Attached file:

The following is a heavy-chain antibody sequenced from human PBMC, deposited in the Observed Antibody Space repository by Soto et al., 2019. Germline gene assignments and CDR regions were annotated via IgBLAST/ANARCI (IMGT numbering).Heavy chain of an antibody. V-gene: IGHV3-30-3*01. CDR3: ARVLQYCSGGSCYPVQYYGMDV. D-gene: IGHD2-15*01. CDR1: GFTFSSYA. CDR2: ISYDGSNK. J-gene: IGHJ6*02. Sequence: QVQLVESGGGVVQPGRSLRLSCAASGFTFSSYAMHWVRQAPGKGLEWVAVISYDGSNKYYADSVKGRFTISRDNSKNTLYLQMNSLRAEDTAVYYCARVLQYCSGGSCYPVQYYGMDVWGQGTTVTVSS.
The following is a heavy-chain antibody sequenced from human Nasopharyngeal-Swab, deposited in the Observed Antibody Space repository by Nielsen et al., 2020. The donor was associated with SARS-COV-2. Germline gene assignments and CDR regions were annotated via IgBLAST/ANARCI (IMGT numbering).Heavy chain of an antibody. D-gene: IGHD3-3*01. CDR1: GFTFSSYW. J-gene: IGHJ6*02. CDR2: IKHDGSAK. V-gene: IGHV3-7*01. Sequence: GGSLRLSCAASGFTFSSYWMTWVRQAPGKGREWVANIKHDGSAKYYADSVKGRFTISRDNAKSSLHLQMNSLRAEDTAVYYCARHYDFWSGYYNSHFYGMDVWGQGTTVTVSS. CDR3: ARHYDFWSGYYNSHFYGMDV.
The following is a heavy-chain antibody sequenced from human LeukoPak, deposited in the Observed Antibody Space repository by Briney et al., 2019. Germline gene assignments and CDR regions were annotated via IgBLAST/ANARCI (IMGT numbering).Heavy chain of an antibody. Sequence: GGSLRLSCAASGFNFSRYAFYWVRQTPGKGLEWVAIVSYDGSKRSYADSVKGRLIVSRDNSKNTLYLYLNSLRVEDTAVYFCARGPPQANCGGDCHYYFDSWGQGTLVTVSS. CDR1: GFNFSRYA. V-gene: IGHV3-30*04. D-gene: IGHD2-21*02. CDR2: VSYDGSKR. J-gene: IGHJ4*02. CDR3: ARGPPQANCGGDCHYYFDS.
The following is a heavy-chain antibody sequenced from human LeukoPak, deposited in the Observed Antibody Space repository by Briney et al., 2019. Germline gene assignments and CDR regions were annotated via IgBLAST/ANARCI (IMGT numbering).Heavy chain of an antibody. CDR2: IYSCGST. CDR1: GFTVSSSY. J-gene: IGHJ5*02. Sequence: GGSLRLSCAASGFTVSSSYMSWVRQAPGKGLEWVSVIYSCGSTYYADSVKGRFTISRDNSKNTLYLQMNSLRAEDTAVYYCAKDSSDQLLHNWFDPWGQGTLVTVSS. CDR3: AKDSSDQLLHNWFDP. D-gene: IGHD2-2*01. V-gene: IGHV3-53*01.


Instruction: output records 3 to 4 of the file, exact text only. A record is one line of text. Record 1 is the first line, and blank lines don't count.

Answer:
The following is a heavy-chain antibody sequenced from human LeukoPak, deposited in the Observed Antibody Space repository by Briney et al., 2019. Germline gene assignments and CDR regions were annotated via IgBLAST/ANARCI (IMGT numbering).Heavy chain of an antibody. Sequence: GGSLRLSCAASGFNFSRYAFYWVRQTPGKGLEWVAIVSYDGSKRSYADSVKGRLIVSRDNSKNTLYLYLNSLRVEDTAVYFCARGPPQANCGGDCHYYFDSWGQGTLVTVSS. CDR1: GFNFSRYA. V-gene: IGHV3-30*04. D-gene: IGHD2-21*02. CDR2: VSYDGSKR. J-gene: IGHJ4*02. CDR3: ARGPPQANCGGDCHYYFDS.
The following is a heavy-chain antibody sequenced from human LeukoPak, deposited in the Observed Antibody Space repository by Briney et al., 2019. Germline gene assignments and CDR regions were annotated via IgBLAST/ANARCI (IMGT numbering).Heavy chain of an antibody. CDR2: IYSCGST. CDR1: GFTVSSSY. J-gene: IGHJ5*02. Sequence: GGSLRLSCAASGFTVSSSYMSWVRQAPGKGLEWVSVIYSCGSTYYADSVKGRFTISRDNSKNTLYLQMNSLRAEDTAVYYCAKDSSDQLLHNWFDPWGQGTLVTVSS. CDR3: AKDSSDQLLHNWFDP. D-gene: IGHD2-2*01. V-gene: IGHV3-53*01.